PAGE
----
University of Illinois Extension

Teacher's Guide

The Treehouse Weather Kids is designed for teachers and students in the 5th – 8th grades. It provides basic information on weather topics such as winds, moisture, air pressure, seasons, and storms. Activities have been provided that are appropriate for classroom settings.

Illinois Learning Standards – 5th – 8th grades

STATE GOAL 1:  Read with understanding and fluency
B.  Apply reading strategies to improve understanding and fluency
1.B.3d  Read age-appropriate material with fluency and accuracy

C.  Comprehend a broad range of reading materials
1.C.3a  Use information to form, explain and support questions and predictions
1.C.3b  Interpret and analyze entire narrative text using story elements, point of view and theme.
1.C.3f  Interpret tables that display textual information and data in visual formats.

STATE GOAL 3:  Write to communicate for a variety of purposes.
A.  Use correct grammar, spell­ing, punctuation, capitalization and structure
3.A.3  Write compositions that contain complete sentences and effective paragraphs using English conven­tions.

B.  Compose well-organized and coherent writing for specific pur­poses and audiences.
3.B.3a  Produce documents that convey a clear understanding and interpretation of ideas and information and display focus, organization, elaboration and coherence

C.  Communicate ideas in writing to accomplish a variety of purposes.
3.C.3b  Using available technology, produce compositions and multimedia works for specified audiences

STATE GOAL 5:  Use the language arts to acquire, assess and communicate information.

A.  Locate, organize, and use infor­ma­tion from various sources to answer questions, solve problems and communicate ideas.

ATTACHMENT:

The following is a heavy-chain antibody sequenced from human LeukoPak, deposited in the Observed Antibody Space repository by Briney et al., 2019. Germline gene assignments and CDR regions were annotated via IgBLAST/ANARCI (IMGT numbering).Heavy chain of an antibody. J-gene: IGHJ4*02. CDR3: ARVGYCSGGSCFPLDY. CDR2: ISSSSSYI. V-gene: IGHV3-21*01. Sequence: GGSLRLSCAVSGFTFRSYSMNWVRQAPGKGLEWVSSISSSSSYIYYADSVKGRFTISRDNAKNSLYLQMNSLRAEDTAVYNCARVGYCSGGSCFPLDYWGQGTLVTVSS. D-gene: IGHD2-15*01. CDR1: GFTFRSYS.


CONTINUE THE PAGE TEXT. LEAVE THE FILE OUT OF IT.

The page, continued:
5.A.3a  Identify appropriate resources to solve problems or answer questions through research

STATE GOAL 12:  Understand the fundamental concepts, principles and interconnections of the life, physical and earth/space sciences
E.  Know and apply concepts that describe the features and processes of the Earth and its resources.
12.E.3a  Analyze and explain large-scale dynamic forces, events and processes that affect the Earth’s land, water and atmospheric systems (e.g., jetstream, hurricanes, plate tectonics).
12.E.3b  Describe interactions between solid earth, oceans, atmosphere and organisms that have resulted in ongoing changes of Earth (e.g., erosion, El Nino).

STATE GOAL 17:  Understand world geography and the effects of geography on society, with an emphasis on the United States
B.  Analyze and explain characteristics and interactions of the Earth’s physical systems
17.B.3a  Explain how physical processes including climate, plate tectonics, erosion, soil formation, water cycle, and circulation patterns in the ocean shape patterns in the environment and influence availability and quality of natural resources

Teacher Resources 
Web sites on weather education from the National Oceanic and Atmospheric Administration  
Weather education and activities from the National Weather Service 
From the Weather Channel, provides information to many of the cable television based teaching resources, plus a variety of teacher guides for weather based topics.  
Weather and climate information for teachers.  
Center for Atmospheric Science, Illinois State Water Survey  
Weather information from the Department of Atmospheric Sciences, University of Illinois

Teacher Activities

Make a Weather Video